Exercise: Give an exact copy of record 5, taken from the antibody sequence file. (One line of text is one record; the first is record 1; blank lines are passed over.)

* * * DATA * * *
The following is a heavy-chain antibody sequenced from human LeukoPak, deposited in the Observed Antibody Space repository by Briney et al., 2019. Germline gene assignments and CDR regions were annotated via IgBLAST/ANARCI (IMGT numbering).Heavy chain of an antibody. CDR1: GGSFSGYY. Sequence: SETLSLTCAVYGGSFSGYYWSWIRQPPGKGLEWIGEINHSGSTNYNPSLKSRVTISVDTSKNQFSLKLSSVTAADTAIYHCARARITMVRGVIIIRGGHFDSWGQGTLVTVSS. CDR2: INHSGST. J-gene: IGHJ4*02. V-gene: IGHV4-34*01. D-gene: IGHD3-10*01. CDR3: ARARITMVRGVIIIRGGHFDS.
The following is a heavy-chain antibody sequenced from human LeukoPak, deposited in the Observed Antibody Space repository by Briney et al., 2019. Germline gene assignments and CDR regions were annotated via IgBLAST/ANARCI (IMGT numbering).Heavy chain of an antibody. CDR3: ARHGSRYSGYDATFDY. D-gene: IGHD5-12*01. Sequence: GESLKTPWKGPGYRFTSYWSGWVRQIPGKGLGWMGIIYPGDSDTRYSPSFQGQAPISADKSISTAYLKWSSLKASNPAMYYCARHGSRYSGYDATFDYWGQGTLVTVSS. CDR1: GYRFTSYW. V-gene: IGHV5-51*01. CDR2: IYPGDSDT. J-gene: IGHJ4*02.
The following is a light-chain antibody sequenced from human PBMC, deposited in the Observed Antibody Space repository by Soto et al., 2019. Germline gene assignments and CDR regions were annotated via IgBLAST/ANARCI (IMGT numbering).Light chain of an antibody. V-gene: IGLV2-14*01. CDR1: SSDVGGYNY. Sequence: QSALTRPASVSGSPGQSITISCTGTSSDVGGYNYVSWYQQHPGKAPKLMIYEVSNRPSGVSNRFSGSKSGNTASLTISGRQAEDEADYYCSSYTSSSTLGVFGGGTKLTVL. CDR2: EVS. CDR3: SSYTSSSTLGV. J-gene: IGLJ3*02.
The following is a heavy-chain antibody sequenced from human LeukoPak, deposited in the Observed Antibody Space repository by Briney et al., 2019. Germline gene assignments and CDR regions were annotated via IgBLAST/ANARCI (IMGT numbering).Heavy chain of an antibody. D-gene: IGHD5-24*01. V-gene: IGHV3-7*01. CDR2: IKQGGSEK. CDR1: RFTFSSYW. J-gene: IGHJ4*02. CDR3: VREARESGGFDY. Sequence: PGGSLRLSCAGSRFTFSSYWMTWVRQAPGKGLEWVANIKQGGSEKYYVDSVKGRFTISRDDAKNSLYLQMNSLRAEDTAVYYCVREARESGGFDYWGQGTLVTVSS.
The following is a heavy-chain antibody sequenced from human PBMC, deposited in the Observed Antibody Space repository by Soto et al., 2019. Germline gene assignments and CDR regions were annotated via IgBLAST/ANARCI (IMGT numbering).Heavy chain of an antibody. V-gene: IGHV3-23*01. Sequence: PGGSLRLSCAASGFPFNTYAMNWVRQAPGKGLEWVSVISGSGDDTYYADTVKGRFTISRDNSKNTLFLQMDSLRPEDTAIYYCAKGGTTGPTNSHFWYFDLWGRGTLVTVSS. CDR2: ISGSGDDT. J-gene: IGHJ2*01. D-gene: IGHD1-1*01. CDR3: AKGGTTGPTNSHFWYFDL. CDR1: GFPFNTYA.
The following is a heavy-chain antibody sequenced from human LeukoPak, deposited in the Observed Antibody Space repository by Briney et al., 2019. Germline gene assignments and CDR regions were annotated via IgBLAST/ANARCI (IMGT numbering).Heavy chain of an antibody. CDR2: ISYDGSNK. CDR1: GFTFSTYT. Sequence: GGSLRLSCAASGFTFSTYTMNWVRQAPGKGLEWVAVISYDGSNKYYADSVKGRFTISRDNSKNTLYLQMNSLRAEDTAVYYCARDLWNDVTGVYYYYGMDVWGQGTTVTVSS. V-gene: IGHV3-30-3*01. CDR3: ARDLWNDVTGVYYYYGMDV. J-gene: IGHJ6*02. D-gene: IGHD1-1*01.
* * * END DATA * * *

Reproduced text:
The following is a heavy-chain antibody sequenced from human PBMC, deposited in the Observed Antibody Space repository by Soto et al., 2019. Germline gene assignments and CDR regions were annotated via IgBLAST/ANARCI (IMGT numbering).Heavy chain of an antibody. V-gene: IGHV3-23*01. Sequence: PGGSLRLSCAASGFPFNTYAMNWVRQAPGKGLEWVSVISGSGDDTYYADTVKGRFTISRDNSKNTLFLQMDSLRPEDTAIYYCAKGGTTGPTNSHFWYFDLWGRGTLVTVSS. CDR2: ISGSGDDT. J-gene: IGHJ2*01. D-gene: IGHD1-1*01. CDR3: AKGGTTGPTNSHFWYFDL. CDR1: GFPFNTYA.